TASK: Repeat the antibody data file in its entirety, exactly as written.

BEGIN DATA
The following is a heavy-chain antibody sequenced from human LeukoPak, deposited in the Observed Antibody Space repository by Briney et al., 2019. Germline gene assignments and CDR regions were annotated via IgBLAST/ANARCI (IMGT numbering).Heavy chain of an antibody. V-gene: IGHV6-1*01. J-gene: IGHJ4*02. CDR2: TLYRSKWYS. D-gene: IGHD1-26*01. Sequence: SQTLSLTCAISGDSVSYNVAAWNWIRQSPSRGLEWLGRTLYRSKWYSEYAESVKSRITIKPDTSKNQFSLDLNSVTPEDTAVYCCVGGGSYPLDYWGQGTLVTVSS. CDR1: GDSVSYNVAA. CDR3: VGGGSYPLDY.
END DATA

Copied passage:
The following is a heavy-chain antibody sequenced from human LeukoPak, deposited in the Observed Antibody Space repository by Briney et al., 2019. Germline gene assignments and CDR regions were annotated via IgBLAST/ANARCI (IMGT numbering).Heavy chain of an antibody. V-gene: IGHV6-1*01. J-gene: IGHJ4*02. CDR2: TLYRSKWYS. D-gene: IGHD1-26*01. Sequence: SQTLSLTCAISGDSVSYNVAAWNWIRQSPSRGLEWLGRTLYRSKWYSEYAESVKSRITIKPDTSKNQFSLDLNSVTPEDTAVYCCVGGGSYPLDYWGQGTLVTVSS. CDR1: GDSVSYNVAA. CDR3: VGGGSYPLDY.